Jean, I don’t know of any specific tours per se that would go from Philly to Chadds Ford, but there is tons of public transportation in the area connecting Philadelphia to its sprawling suburbs. I highly recommend a weekend stay based out of Philly. The Philadelphia Museum of Art is fantastic and is free on Sundays and makes a great companion piece to the Brandywine River Museum if you have two days to kill. I would suggest doing searches on Septa or Greyhound to find out what bus routes could take you from Philly to Chadds Ford and the Brandywine River Museum. Chadds Ford is also famous for its fairs (arts and crafts and such) and the Museum itself has special holiday fairs. If you time your trip right, you might be able to find special group rates on tours that run from Philly to the fairs. As someone from New Jersey who always travels by car, I’m unfortunately not that familiar with specifics. I hope this helps some. –DHS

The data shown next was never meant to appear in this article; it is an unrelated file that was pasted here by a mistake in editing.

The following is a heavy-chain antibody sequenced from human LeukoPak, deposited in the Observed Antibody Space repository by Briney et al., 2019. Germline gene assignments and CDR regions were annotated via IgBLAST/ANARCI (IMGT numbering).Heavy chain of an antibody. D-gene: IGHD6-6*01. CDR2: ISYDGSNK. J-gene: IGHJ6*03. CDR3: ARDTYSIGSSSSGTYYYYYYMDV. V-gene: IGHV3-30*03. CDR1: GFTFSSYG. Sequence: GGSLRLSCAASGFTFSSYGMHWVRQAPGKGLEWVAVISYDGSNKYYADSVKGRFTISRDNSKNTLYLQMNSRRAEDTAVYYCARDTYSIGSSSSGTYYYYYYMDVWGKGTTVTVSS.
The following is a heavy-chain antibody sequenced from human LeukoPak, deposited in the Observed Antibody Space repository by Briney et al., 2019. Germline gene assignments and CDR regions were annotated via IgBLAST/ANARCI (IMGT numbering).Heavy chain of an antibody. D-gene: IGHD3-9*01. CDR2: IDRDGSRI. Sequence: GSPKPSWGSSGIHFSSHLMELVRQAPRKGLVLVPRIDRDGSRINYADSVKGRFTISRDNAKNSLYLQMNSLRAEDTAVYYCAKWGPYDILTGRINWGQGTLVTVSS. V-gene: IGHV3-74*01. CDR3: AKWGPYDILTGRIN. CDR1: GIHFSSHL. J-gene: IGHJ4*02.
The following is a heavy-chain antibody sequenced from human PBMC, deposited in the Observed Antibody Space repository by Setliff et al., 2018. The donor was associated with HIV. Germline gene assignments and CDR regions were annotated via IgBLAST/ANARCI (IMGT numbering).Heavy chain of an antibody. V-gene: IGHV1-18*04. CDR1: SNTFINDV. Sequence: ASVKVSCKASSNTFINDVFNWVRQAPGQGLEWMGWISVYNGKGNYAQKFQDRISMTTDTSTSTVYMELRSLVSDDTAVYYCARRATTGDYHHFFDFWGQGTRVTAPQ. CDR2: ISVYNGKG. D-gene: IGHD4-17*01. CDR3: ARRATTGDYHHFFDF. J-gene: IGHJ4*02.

2. jack says:

    Went to the museum today primarily to catch the Edward Gorey exhibit, but got drawn into Victoria’s tour when I overheard her energetically talking about her family in the next gallery. Highly recommended and free with admission. An elderly couple in the great museum shop said they’ve seen her talk 4 times at the museum and each time was completely different…different stories about different paintings.

    Jack, yes Victoria is worth the price of admission alone, and I wonder if some of her tours take a different turn or tone now that her grandfather Andrew has passed. –DHS

  3. Sharon Paciaroni says:

    You’ve danced all around my home town with no mention of Chadds Peak Ski Area. I can guarantee there are thousands of stories to tell.

    Sharon, thanks for the suggestion! –DHS